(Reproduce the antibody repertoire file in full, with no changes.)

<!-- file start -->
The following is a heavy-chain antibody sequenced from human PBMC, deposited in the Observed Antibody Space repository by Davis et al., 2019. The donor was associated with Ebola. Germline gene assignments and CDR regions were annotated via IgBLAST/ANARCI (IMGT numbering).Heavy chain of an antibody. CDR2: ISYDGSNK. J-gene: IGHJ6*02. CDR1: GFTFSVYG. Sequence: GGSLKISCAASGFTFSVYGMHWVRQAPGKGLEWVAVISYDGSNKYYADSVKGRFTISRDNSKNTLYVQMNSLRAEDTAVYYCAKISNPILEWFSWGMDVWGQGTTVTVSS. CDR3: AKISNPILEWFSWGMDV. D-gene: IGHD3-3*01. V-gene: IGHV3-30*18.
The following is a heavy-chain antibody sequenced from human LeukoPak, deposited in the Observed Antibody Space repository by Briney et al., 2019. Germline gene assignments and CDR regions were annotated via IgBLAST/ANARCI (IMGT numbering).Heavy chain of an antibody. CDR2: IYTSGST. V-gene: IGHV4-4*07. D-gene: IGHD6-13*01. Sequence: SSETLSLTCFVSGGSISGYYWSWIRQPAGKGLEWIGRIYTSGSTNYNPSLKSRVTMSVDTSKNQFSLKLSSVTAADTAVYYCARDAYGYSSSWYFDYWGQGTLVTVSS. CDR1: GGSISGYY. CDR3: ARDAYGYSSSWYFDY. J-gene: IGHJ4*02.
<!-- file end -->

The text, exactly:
The following is a heavy-chain antibody sequenced from human PBMC, deposited in the Observed Antibody Space repository by Davis et al., 2019. The donor was associated with Ebola. Germline gene assignments and CDR regions were annotated via IgBLAST/ANARCI (IMGT numbering).Heavy chain of an antibody. CDR2: ISYDGSNK. J-gene: IGHJ6*02. CDR1: GFTFSVYG. Sequence: GGSLKISCAASGFTFSVYGMHWVRQAPGKGLEWVAVISYDGSNKYYADSVKGRFTISRDNSKNTLYVQMNSLRAEDTAVYYCAKISNPILEWFSWGMDVWGQGTTVTVSS. CDR3: AKISNPILEWFSWGMDV. D-gene: IGHD3-3*01. V-gene: IGHV3-30*18.
The following is a heavy-chain antibody sequenced from human LeukoPak, deposited in the Observed Antibody Space repository by Briney et al., 2019. Germline gene assignments and CDR regions were annotated via IgBLAST/ANARCI (IMGT numbering).Heavy chain of an antibody. CDR2: IYTSGST. V-gene: IGHV4-4*07. D-gene: IGHD6-13*01. Sequence: SSETLSLTCFVSGGSISGYYWSWIRQPAGKGLEWIGRIYTSGSTNYNPSLKSRVTMSVDTSKNQFSLKLSSVTAADTAVYYCARDAYGYSSSWYFDYWGQGTLVTVSS. CDR1: GGSISGYY. CDR3: ARDAYGYSSSWYFDY. J-gene: IGHJ4*02.